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|Title:||WWW and Multicultural Democracy: Evaluating U.S. History Websites|
|Publisher:||International Society of the Learning Sciences|
|Citation:||Robinson, C. & McKnight, D. (2006). WWW and Multicultural Democracy: Evaluating U.S. History Websites. In Barab, S. A., Hay, K. E., & Hickey, D. T. (Eds.), The International Conference of the Learning Sciences: Indiana University 2006. Proceedings of ICLS 2006, Volume 2 (pp. 592-598). Bloomington, Indiana, USA: International Society of the Learning Sciences.|
|Abstract:||Claims about the potential of the Internet within social studies and democratic education have been somewhat silent on issues of diversity. To address this problem, this study employed tenets of liberal and multicultural democratic theory, developed an evaluative coding scheme, and examined content of websites that preservice teachers (N = 20) selected as resources for U.S. History unit plans. Results indicate selected websites housed a large amount of redundant non-diverse information. Website content was available in local media resources, consisted of textbook accounts, and focused on traditional historical topics; only one of ten websites was diverse. A four-cluster model provides further support for a discussion about the Internet, as currently used and framed, leading to less diversity of ideas and voices within the classroom, anathema to the stated democratic purposes of the social studies.|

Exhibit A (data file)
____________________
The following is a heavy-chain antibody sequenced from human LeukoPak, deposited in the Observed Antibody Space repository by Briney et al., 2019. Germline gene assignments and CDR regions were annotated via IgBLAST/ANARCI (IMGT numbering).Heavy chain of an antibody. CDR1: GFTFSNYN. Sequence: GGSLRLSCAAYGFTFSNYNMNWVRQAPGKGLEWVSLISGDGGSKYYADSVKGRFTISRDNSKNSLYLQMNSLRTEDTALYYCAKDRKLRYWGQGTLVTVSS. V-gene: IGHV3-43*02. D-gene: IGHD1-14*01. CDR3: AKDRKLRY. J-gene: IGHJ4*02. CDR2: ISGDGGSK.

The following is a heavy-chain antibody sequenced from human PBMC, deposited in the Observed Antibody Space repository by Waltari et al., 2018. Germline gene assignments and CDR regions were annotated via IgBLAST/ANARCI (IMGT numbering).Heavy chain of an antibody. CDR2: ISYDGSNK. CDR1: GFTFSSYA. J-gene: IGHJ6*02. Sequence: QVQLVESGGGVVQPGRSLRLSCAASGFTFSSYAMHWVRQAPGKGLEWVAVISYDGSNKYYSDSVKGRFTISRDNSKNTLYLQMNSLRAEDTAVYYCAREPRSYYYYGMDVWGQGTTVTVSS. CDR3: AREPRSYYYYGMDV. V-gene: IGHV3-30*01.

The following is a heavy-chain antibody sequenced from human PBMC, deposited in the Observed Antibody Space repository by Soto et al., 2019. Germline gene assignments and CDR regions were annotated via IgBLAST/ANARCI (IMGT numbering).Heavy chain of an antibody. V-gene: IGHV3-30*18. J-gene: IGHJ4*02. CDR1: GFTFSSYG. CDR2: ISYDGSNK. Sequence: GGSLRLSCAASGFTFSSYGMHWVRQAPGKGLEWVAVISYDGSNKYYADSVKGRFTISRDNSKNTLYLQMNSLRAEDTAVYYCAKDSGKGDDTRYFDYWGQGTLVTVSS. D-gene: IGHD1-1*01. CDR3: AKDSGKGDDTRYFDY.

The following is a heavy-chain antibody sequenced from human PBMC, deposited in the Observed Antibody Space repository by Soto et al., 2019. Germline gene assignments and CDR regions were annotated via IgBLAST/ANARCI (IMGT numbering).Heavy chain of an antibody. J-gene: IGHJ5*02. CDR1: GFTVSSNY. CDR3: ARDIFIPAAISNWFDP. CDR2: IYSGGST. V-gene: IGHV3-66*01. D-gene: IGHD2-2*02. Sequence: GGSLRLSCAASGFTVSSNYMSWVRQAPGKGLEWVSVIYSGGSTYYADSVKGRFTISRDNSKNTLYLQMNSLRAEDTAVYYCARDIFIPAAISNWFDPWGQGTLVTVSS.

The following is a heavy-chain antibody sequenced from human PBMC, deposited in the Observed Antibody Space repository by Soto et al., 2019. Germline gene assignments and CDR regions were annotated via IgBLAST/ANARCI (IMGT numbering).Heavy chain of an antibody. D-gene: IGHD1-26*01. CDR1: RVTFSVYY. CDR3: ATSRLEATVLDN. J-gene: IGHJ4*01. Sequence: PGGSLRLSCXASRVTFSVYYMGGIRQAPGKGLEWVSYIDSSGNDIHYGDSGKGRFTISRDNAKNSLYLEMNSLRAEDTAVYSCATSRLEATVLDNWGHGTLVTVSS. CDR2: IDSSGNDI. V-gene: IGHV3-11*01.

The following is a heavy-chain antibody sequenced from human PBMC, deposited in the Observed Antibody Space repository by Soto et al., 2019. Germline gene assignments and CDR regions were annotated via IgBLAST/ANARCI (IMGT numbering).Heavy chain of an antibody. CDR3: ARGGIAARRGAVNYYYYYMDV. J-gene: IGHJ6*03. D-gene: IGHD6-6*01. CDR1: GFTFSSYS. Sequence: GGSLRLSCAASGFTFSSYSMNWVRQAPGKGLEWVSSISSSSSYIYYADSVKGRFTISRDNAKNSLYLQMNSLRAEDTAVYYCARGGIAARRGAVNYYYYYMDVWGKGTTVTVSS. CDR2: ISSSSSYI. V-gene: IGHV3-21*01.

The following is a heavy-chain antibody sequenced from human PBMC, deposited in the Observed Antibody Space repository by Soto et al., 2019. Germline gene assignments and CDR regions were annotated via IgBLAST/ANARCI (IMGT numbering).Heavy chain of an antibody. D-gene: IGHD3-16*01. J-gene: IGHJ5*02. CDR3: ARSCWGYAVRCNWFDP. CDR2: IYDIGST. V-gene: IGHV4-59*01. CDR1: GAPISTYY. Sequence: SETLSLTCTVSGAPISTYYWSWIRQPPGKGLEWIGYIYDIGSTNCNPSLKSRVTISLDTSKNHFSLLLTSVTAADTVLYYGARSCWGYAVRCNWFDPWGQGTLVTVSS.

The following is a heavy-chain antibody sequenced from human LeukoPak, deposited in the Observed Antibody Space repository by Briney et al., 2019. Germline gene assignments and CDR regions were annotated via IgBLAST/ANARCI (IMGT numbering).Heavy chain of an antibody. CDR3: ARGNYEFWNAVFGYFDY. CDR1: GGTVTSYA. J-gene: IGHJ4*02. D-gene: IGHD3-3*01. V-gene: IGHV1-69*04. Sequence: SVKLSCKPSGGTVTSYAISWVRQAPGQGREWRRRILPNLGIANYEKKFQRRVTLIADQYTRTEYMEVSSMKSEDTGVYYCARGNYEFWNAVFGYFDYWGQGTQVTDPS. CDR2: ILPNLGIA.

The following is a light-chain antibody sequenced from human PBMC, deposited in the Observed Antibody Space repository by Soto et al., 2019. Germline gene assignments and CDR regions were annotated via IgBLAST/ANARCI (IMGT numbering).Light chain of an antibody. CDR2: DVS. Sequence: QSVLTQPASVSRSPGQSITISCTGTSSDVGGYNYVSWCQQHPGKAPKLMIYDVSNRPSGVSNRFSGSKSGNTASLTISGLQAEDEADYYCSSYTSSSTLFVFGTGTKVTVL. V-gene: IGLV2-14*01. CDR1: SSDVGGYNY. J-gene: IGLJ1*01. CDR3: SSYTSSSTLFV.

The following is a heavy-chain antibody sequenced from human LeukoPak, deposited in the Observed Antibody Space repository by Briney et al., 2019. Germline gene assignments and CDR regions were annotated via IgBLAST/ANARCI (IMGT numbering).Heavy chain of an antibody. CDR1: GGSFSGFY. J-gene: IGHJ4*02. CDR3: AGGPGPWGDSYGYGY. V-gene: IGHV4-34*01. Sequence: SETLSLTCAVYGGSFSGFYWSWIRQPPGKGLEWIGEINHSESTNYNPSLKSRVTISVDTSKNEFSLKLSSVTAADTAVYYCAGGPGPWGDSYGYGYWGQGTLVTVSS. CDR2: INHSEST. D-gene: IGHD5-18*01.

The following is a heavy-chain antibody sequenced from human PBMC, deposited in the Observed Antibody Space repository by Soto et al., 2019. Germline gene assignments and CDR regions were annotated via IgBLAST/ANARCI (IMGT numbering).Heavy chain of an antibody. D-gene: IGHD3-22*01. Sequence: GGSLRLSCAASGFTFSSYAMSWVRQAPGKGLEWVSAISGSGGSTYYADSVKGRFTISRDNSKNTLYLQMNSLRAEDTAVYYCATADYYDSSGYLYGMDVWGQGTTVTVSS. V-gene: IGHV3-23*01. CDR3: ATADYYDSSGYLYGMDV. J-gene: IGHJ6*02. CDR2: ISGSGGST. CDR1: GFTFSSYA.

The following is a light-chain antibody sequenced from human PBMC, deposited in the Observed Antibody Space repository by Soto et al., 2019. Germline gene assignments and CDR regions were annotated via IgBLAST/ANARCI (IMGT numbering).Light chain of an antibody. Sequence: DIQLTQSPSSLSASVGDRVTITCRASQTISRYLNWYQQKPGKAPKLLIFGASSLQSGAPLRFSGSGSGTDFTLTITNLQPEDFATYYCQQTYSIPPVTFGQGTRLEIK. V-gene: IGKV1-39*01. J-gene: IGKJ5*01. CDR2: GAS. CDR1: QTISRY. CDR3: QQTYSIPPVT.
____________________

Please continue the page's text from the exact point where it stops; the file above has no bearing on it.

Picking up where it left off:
|Appears in Collections:||ICLS 2006|
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